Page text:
'The first fight in the war on talent is retention,' says expert, following survey results
One of the major issues plaguing Australian businesses over the past year is labour shortages.
That’s backed up by a survey from Ceridian that finds 70% of executives in Australia and New Zealand (ANZ) experienced labour shortages in their organisations over the past 12 months, compared to global result of 66%.
These talent shortages could have significant consequences around the world: “If left unchecked, talent shortages could result in $8.5 trillion in unrealised revenue by 2030,” said . the report, citing Korn Ferry.
But what are the reasons for these labour shortages, and what can HR teams do to address them?
Reasons for labour shortages
The major reason why ANZ executives experienced labour shortages in their business was due to too much competition for talent in their industry (34%), Ceridian’s 2023 Executive Survey found.
This was followed by not enough workers with the right skills to match open roles (20%), and their organisation lacking a competitive employee experience (22%).
“It depends on the industry that we're talking about,” Brian Donn, managing director, Australia and New Zealand at Ceridian, told HRD Australia when asked about the instance of labour shortages. “But certainly it's been a little bit up and down.”
Donn said during the pandemic, a lot of people were talking about the Great Resignation and what that meant for the market. But now the labour shortages are varying across industries.
“That was a real and genuine labour shortage,” he said. “That was caused by the fact that people were just leaving their businesses hand over fist. Now that created opportunity of course for hiring new people. But obviously, you had to contend with all of the different aspects of doing that at the right price.
“These days, if we talked about labour shortages, I think it's still very industry-centric. If I look at my hospitality and retail customers, [I’m] still seeing high demand there. And I think that has come from the fact that actually we're still not at peak levels of tourism yet in this country.”
The IT sector is facing the most significant talent crunch, according to a study by global staffing firm ManpowerGroup. It found 78% of employers in the industry are encountering hiring challenges. This was further emphasised by hipages group chief people and culture officer Jodette Cleary who told HRD Australia that the shortage of talent is one of the major issues in the Australian tech sector.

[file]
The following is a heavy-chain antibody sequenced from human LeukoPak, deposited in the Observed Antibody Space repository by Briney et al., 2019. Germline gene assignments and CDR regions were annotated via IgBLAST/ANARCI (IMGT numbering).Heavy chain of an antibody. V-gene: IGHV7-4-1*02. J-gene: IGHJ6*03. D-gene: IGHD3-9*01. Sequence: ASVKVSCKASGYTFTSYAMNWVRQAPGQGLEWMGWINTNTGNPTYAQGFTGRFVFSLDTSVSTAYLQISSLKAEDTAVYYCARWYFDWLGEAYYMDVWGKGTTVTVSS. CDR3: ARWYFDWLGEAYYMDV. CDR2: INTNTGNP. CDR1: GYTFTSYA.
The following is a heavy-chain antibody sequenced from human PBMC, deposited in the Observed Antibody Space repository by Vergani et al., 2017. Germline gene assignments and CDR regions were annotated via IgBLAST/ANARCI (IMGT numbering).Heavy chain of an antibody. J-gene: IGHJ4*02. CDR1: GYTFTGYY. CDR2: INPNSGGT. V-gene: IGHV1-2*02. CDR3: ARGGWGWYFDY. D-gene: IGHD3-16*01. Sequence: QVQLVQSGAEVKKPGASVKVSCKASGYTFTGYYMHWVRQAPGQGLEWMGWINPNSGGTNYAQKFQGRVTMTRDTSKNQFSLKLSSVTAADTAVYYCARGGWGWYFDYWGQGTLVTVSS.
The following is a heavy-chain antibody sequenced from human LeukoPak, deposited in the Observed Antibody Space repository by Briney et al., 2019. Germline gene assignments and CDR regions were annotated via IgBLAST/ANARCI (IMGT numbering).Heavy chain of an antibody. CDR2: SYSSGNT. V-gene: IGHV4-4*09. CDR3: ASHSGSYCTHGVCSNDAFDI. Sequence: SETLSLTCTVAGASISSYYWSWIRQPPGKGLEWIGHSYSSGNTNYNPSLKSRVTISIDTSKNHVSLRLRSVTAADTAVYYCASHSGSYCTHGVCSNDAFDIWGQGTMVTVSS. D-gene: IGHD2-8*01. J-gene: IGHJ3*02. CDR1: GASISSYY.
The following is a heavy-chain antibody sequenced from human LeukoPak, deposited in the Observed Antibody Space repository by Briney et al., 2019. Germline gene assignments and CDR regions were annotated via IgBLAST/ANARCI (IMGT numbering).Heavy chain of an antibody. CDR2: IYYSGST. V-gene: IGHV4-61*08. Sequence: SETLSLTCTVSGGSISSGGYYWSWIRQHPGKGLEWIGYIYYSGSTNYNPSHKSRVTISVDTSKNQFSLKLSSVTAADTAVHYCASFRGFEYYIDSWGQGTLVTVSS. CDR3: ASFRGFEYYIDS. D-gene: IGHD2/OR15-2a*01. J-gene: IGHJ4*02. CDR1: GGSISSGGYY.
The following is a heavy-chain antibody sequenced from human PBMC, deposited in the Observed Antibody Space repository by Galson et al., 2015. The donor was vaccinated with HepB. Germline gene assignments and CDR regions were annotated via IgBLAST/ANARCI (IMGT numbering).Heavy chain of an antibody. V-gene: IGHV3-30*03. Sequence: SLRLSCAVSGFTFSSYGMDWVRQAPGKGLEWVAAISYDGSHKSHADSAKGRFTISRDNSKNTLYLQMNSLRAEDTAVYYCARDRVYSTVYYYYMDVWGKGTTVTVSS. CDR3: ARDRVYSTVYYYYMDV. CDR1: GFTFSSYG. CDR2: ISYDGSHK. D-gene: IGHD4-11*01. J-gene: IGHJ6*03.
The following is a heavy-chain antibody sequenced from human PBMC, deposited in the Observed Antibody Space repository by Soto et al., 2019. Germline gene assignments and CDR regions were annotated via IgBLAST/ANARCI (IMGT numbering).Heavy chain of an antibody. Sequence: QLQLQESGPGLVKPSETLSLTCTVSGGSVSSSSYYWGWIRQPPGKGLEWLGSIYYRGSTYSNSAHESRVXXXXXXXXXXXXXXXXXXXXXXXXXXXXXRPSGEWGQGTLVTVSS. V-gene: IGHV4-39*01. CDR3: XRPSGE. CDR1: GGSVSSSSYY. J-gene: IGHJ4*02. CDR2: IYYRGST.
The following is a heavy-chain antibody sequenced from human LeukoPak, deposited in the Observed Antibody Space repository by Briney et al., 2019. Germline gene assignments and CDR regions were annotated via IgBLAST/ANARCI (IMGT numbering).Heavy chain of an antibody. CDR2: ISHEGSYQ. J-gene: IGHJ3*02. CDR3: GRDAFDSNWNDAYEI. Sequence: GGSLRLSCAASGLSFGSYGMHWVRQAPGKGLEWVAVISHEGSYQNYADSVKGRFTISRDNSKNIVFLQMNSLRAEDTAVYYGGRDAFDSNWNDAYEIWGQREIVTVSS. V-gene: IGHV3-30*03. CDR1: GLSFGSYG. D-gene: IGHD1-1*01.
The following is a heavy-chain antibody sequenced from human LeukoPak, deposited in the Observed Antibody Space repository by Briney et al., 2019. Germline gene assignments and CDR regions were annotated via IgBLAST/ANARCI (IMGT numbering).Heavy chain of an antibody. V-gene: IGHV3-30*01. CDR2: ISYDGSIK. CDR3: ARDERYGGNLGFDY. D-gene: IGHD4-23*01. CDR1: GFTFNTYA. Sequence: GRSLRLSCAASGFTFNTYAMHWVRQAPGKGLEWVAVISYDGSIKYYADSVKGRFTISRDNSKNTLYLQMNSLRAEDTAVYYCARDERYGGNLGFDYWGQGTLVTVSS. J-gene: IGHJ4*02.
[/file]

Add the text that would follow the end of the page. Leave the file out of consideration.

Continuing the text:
Labour shortages and layoffs
Another key finding from the report was that 59% of executives in ANZ conducted layoffs in the past 12 months. And worse yet, 84% of executives expect their organisation to conduct layoffs in the next 12 months.
It found the major reasons for the layoffs were because of a strategic shift in an organisation (57%), slowing/uncertain economy (31%) and over hiring during the pandemic (12%).
“We’re in a very fluid economic situation at the moment,” Donn said. “Whilst a lot of businesses are growing, I think there's a weariness around leading into that growth with too much resource. There's still a weariness of discretionary spending and what that can mean if interest rates kept going up.”
Addressing labour shortages with engagement
Donn highlighted that the keys to addressing labour shortages is for employers to focus on employee on employee engagement and retention. This is particularly important for employers that have embraced a hybrid workforce.
“Employee engagement will be the barometer of your retention rates,” Donn said.
He went on to say that “the first fight in the war on talent is retention.”
“If we really lean in, in terms of employee engagement and retention of staff, and really having them mapped in terms of their talent gaps and also where they want to grow their careers. I think if you could do that and engage your employees using systems, using great HR best practices within your business…you can build from there.”